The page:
Photographer Noam Chen writes in The Times of Israel about his personal project to expose the hidden treasures of Jerusalem. After years of photographing this biblical city, Chen’s uncovered many places just out of sight to the general public – and only accessible if you know where to look:
I recently teamed up with local tour guide Jacob Bildner, an expert in tours of the city, and together we set out on a special mission to uncover the hidden world of Jerusalem. Jacob was instrumental in helping me discover some of the city’s most fascinating secrets, from sites that are not accessible to the public to places that are literally hidden from sight. The rapport he has built with the communities connected to each site was invaluable in securing private access to many of those that we visited…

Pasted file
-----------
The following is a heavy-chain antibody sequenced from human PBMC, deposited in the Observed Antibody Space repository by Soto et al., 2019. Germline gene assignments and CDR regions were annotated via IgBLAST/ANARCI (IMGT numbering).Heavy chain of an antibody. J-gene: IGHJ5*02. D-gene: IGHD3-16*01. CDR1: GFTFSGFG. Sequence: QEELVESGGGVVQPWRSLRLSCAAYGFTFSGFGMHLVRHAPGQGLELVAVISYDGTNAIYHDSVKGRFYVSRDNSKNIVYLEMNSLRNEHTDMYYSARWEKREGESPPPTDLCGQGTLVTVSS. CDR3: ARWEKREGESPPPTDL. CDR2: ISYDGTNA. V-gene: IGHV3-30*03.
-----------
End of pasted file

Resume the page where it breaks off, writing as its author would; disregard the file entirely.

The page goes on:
The Kishle was established in 1834 to serve as a military compound. During the British Mandate in the Land of Israel, it was used as a police station and prison where Jewish underground members were incarcerated. Some prisoners left their mark on the walls, including the emblem of the Irgun (The National Military Organization in the Land of Israel), which can be seen close to the entrance.
Archaeologists excavating the site have unearthed findings from almost every period in Jerusalem’s history, from the fortifications of King Hezekiah during the First Temple period to the remains of Herod’s Palace, which stretched all the way to Mount Zion.
The Kishle was opened to the public in November 2015 and is now a part of the Tower of David Museum. It is accessible only with organized tours.